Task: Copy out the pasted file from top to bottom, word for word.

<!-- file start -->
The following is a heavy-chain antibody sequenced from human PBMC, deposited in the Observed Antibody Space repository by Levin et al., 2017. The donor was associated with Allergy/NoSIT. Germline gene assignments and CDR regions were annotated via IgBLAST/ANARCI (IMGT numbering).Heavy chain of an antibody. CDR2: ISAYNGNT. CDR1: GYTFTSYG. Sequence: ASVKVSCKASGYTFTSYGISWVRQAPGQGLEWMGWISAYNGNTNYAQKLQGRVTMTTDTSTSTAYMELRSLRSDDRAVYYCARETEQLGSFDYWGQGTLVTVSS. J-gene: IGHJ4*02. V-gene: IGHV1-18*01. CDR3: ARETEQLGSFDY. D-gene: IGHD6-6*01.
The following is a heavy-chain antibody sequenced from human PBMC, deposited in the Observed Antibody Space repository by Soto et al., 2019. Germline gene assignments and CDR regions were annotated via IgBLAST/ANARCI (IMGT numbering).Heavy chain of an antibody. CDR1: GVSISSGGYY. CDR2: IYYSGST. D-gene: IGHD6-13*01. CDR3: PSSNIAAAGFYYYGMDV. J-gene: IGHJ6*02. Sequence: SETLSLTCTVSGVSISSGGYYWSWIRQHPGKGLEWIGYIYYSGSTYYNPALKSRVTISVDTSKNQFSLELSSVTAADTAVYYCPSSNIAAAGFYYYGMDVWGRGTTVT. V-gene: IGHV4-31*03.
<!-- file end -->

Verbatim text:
The following is a heavy-chain antibody sequenced from human PBMC, deposited in the Observed Antibody Space repository by Levin et al., 2017. The donor was associated with Allergy/NoSIT. Germline gene assignments and CDR regions were annotated via IgBLAST/ANARCI (IMGT numbering).Heavy chain of an antibody. CDR2: ISAYNGNT. CDR1: GYTFTSYG. Sequence: ASVKVSCKASGYTFTSYGISWVRQAPGQGLEWMGWISAYNGNTNYAQKLQGRVTMTTDTSTSTAYMELRSLRSDDRAVYYCARETEQLGSFDYWGQGTLVTVSS. J-gene: IGHJ4*02. V-gene: IGHV1-18*01. CDR3: ARETEQLGSFDY. D-gene: IGHD6-6*01.
The following is a heavy-chain antibody sequenced from human PBMC, deposited in the Observed Antibody Space repository by Soto et al., 2019. Germline gene assignments and CDR regions were annotated via IgBLAST/ANARCI (IMGT numbering).Heavy chain of an antibody. CDR1: GVSISSGGYY. CDR2: IYYSGST. D-gene: IGHD6-13*01. CDR3: PSSNIAAAGFYYYGMDV. J-gene: IGHJ6*02. Sequence: SETLSLTCTVSGVSISSGGYYWSWIRQHPGKGLEWIGYIYYSGSTYYNPALKSRVTISVDTSKNQFSLELSSVTAADTAVYYCPSSNIAAAGFYYYGMDVWGRGTTVT. V-gene: IGHV4-31*03.